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Some South Dakota farmers are unhappy with industrial ag getting conservation funds; Texas judge allows abortion in Cox case; Native tribes express concern over Nevada's clean energy projects.

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The Colorado Supreme Court weighs barring Trump from office, Georgia Republicans may be defying a federal judge with a Congressional map splitting a Black majority district and fake electors in Wisconsin finally agree Biden won there in 2020.

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Texas welcomes more visitors near Big Bend but locals worry the water won't last, those dependent on Colorado's Dolores River fear the same but have found common ground solutions, and a new film highlights historical healthcare challenges in rural Appalachia.

NM Ethics Commission Supporters: Public Trust at Stake

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Monday, March 4, 2019   

SANTA FE, N.M. — Advocates in favor of creating a New Mexico State Ethics Commission say voters' faith in the political process could be restored if state lawmakers pass House Bill 4 this year.

The bill would establish a commission with the power to investigate claims of wrongdoing against legislators, lobbyists, elected officials and state employees. Heather Ferguson, executive director at Common Cause New Mexico, said various corruption scandals involving high-profile state officials already led voters last November to overwhelmingly approve a constitutional amendment to create an ethics commission.

"The public's trust has eroded so much. And this is an opportunity for them to show the public that they want to hold their own accountable when they misbehave or they commit a violation or they behave unethically,” Ferguson said.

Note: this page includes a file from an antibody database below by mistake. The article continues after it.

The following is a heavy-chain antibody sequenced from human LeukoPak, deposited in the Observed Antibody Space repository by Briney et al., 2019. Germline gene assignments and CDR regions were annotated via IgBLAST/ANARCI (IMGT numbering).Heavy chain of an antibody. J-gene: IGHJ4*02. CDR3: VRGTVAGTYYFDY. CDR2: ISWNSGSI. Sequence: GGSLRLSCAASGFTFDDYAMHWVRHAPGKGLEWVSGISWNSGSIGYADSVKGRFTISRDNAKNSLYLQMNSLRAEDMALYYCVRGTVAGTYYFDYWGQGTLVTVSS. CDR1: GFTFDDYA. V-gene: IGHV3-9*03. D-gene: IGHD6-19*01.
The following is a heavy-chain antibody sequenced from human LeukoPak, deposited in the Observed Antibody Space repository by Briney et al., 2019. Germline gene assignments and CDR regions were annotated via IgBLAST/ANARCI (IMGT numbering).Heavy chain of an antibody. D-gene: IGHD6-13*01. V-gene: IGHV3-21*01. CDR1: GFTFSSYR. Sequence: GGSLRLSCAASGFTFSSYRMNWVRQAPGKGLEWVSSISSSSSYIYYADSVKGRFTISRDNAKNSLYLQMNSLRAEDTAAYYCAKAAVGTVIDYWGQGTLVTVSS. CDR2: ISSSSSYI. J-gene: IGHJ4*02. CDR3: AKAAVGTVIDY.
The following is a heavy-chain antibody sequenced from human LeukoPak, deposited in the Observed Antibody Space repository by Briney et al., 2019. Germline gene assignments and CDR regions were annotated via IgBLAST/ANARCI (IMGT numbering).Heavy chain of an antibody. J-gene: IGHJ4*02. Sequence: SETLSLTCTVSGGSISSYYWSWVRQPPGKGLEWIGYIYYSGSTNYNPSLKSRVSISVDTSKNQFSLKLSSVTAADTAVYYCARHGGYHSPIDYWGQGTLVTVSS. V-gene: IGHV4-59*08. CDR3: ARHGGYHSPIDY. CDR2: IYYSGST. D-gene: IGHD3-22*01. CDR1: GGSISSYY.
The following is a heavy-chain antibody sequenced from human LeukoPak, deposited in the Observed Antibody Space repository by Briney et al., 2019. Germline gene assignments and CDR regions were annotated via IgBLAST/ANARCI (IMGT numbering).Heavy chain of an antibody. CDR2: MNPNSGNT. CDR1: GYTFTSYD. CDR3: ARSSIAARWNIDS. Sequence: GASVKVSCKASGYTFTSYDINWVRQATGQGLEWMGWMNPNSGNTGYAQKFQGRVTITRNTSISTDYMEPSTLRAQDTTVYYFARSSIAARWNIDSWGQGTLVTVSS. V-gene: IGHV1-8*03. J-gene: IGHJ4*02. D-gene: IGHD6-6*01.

A competing bill to establish the commission, Senate Bill 619, has been criticized by Common Cause and other open-government advocates who say it would impose harsher penalties on whistleblowers than on those who commit ethics violations. Some lawmakers have also expressed concern that a public ethics process could become a platform for political attacks.

If passed and signed by the governor, House Bill 4 would establish operations and powers of the agency. Ferguson admits it won’t please everyone, but she said it would create greater transparency.

"A lot of times, the public can file a complaint, and then they just have no idea where it goes, and that's an issue,” she said. “They need to know that they file a complaint, and oh, now it's going to go through a process. Everybody can see it, it's behind a glass wall."

The seven-member commission would have subpoena power and the authority to investigate compliance with state laws on campaign fundraising, financial disclosures, lobbyist regulations and the conduct of government officials. The bill made it out of the House Appropriations Finance Committee and will be heard next on the House floor.


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